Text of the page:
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Hillcrest Disaster—June 19, 1914
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Hillcrest: Legacy and Memorial
John Kinnear

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Rescue party at Hillcrest Explosion.The Memorial The concept of installing a permanent monument dedicated to the disaster at Hillcrest has always been on the minds of the survivors. However, it was not until 1978 that a society known as the Hillcrest Citizens' Cemetery Fund was formed for that specific purpose. The society, the Crowsnest Ecomuseum Trust, and Alberta Historic Sites Services combined their efforts to plan the erection of a monument at the cemetery site. In 1998, the Eighty-fifth Hillcrest Anniversary Committee picked up the torch and began a more serious and comprehensive planning process.

At an extensive series of meetings, committee members considered the details of the monument's shape and layout, an itemized budget and sources of funding, a programme for sod turning, and the construction of the monument. The committee realized that its undertaking was a serious and nationally important effort. It was a long and complex road for coordinator Cathy Pisony and her hard-working committee. Essential financial support was received from many sources, and governments, private companies, unions, and individuals provided labour. Without that financial support, labour, and hundreds of volunteer hours, this very important national monument would never have been possible.

It is thought that a spark from a sudden rock fall and a pocket of methane gas were the lethal mix that triggered a series of underground explosions in the Hillcrest Mine on June 19th, 1914.  Of the 189 miners killed on June 19th, 1914, at least 29 were Italians.  Before the explosion, the mine had been rated one of the safest in the Crowsnest Pass.  Overproduction had required a shutdown so that a committee from the Union could look for gas pockets.  The committee had declared the Mine safe.  The Chabillon brothers Emile and Leonce with cousin Alfred Salva all lost their lives.  Only 46  miners survived.During the planning stages, the committee recognized it had an opportunity to acknowledge not only the 189 men killed at Hillcrest, but all Canadian underground coal miners who had been killed on the job—from Glace Bay in Nova Scotia to Cumberland on Vancouver Island. The result is the chilling record engraved on the twelve pillows that surround the granite monument to those killed at Hillcrest. Space constraints forced the committee to restrict the listings to incidents in which three or more had been killed. It was a difficult decision, as they all agreed that every man lost to the mines in this country deserves to be acknowledged and remembered. The compilation of the list was a long and painful exercise as the death toll from each province was revealed. A typical example from this list, which includes disasters from 1873 to 1991, reads: JAN. 20, 1953—MCGILLVARY MINE, COLEMAN, AB.—3 DEAD — BUMP. That bump, 2,000 feet underground, took the lives of three men. The widow of one of those men donated significantly to the Hillcrest memorial.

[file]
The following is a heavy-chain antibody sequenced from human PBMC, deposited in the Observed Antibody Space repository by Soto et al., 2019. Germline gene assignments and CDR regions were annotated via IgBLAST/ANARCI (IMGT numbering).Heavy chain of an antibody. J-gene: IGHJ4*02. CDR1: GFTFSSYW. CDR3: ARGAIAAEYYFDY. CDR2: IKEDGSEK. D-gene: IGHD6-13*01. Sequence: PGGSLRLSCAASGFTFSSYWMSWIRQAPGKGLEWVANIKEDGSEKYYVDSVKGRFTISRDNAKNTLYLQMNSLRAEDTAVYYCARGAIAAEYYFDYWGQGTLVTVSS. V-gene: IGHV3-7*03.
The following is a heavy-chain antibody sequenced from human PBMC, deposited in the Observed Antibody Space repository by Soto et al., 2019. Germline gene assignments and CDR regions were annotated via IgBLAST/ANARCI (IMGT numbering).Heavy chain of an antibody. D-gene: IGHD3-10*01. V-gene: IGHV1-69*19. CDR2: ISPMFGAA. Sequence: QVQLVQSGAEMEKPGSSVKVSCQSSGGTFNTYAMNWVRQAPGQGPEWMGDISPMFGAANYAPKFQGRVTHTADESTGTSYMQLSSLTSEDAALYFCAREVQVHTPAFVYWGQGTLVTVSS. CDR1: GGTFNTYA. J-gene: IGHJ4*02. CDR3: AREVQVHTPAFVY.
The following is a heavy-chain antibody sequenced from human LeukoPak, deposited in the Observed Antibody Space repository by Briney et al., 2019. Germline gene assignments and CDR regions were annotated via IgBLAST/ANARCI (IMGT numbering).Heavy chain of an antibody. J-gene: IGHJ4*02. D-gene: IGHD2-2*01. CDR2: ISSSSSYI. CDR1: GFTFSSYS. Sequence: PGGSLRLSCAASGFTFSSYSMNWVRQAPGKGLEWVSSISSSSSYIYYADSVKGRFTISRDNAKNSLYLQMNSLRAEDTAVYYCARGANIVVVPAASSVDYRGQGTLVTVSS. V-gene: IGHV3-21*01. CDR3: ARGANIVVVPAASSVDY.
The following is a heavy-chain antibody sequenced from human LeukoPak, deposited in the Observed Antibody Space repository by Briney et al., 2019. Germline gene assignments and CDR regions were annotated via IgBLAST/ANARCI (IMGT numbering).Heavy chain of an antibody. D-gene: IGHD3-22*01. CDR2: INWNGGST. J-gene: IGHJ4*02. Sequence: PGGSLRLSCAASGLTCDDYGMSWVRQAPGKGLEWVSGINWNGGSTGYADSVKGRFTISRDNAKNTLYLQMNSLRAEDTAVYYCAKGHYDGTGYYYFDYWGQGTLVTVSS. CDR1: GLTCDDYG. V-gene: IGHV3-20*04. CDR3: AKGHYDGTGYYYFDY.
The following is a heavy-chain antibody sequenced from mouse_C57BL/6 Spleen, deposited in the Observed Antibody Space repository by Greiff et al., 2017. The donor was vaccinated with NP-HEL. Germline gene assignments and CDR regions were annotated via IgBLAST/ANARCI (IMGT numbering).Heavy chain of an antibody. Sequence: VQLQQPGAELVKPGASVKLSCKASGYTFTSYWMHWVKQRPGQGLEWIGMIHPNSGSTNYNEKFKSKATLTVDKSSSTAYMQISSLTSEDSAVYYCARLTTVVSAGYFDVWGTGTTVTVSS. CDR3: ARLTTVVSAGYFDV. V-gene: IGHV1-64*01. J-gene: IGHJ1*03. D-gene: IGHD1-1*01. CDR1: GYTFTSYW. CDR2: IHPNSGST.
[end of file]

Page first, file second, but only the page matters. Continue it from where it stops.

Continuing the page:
Those who gathered at Hillcrest for the dedication of the memorial on 3 September 2000 heard songs and speeches during an emotionally charged ceremony that they will likely never forget. Carlo Tarley, international secretary-treasurer of the United Mine Workers of America, traveled from Washington, D.C. to be present. He reminded his listeners how family members waited as rescuers recovered body after body. He said:

I know the loss of those men is still felt by many standing here today. That is why we are here, to remember the men lost at Hillcrest in 1914, and to say once again, we will not forget. We will not forget because we owe it to the 189 miners who lost their lives, and to the grieving families they left behind, because every mining law that protects today's miners is stained with the blood of men like those who died in the Hillcrest mine.

The imposing granite pillar at the entrance to the Hillcrest cemetery is a sombre reminder that the tragic loss of life in Canadian mining history in general—and at Hillcrest in particular—must be remembered.

Sources and Acknowledgements James Keelaghan's song "Hillcrest Mine" is found on the album Small Rebellions (1990 Tranquilla TMCD-002), available from Festival Distribution at 1-800-633-8882 (toll free) or email mailorder@festival.bc.caA World Apart The Crowsnest Communities of Alberta and British Columbia

This article titled "Hillcrest: Legacy and Memorial" by John Kinnear is reprinted from A World Apart: The Crowsnest Communities of Alberta and British Columbia, edited by Wayne Norton and Tom Langford (Kamloops, BC: Plateau Press, 2002). The Heritage Community Foundation and the Year of the Coal Miner Consortium thank the author and publisher for permission to reprint the material.

Heritage Trails No. 358—Coal Mining: The Hillcrest Mining Disaster, Worst Mine Accident In Canada

In 1914 Hillcrest became home to one of the worst mining accidents in Canadian history. Listen as historian Pat Myers talks about the town, the disaster and how it affected the community.

Click here to listen!

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